42. Every country in the region has a utility association, and sometimes more than one. Strong waterworks associations exist in most of the EU members, led, for example, by ÖVGW in Austria, MAVIZ in Hungary, and ARA in Romania. In most countries of the Former Yugoslavia though, the creation of such associations is more recent, and their human and financial capacity more limited. Knowledge exchange activities such as conferences, workshops, and journals are the most popular services provided by associations to their members, followed by association lobbying and advocacy work. Seven associations in the region draft and set technical standards and guidelines as part of their service offerings (Table 3).

43. In rural areas, water services are normally organized through a nearby utility, community-based organizations, or self-provision. Overall, self-provision and community-operated systems account for about 26 percent of the population. Little is known about the informal service providers, which are normally beyond policy and regulatory reach and thus pose particular challenges for the sector due to their small size, limited technical and financial capacity, and large numbers. Many countries in the region consider the aggregation or integration of such smaller providers into regional utilities as the most viable option to improve the quality and sustainability of services. However, such solutions might entail significant additional costs for public utility companies, and countries that traditionally have had to deal with such situations, such as Austria, have developed alternative mechanisms to provide support to those service providers, as the experience of Upper Austria Water shows (see Box).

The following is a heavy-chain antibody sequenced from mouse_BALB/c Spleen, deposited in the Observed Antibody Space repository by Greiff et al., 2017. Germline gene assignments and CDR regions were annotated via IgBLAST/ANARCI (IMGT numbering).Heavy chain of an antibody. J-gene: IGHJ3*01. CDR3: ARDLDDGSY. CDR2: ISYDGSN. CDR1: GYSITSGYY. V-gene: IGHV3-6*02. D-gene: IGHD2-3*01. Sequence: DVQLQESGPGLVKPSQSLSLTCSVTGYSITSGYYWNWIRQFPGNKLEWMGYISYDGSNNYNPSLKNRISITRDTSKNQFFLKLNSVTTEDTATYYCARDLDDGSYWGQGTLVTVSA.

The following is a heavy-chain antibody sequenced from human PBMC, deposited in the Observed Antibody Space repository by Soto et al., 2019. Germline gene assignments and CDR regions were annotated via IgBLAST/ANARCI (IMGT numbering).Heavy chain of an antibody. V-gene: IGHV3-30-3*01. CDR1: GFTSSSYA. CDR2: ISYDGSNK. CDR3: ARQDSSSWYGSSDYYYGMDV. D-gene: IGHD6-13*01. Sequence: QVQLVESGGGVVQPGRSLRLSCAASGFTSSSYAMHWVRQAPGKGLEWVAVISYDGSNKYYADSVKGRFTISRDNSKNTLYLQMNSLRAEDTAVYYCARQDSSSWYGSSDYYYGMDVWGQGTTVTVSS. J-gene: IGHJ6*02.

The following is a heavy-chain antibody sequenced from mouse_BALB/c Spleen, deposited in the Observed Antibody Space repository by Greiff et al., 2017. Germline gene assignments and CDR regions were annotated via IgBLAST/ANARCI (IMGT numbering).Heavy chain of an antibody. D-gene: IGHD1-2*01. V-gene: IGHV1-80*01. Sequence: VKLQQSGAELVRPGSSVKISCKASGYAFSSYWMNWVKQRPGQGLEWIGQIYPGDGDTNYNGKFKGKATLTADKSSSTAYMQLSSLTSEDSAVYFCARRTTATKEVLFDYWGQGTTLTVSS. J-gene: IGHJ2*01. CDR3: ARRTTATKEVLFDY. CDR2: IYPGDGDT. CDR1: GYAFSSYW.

Upper Austria Water, an association of rural cooperatives
Founded in 1946, Upper Austria Water is an autonomous, self-reliant, nonprofit association of more than 1,700 cooperatives located in the Federal State of Upper Austria. Chaired by a board of seven directors, it manages water-related activities, especially in rural areas, and is in charge of decentralized, small-scale water supply and sewerage installations and flood protection and irrigation.

Water cooperatives aim at securing sufficient, high-quality, and cost-efficient drinking water supply through the construction and operation of autonomous installations. The personal involvement and honorary services of members make this collective quality-controlled water supply an economical method of supply. The association provides support to its members on technical, legal, financial, and organizational issues. It supplies operational and maintenance services (technical assistance, emergency supply, mobile technical equipment), pooling programs (for water meter purchase and water analyses, for example), and measurement services (such as leak detection, pipe and valve location, flow rates and pressure, and aquifer tests). It also proposes education and training sessions and conducts networking activities and information exchange opportunities for its members.

For more information, see http://www.ooewasser.at/de/english.html.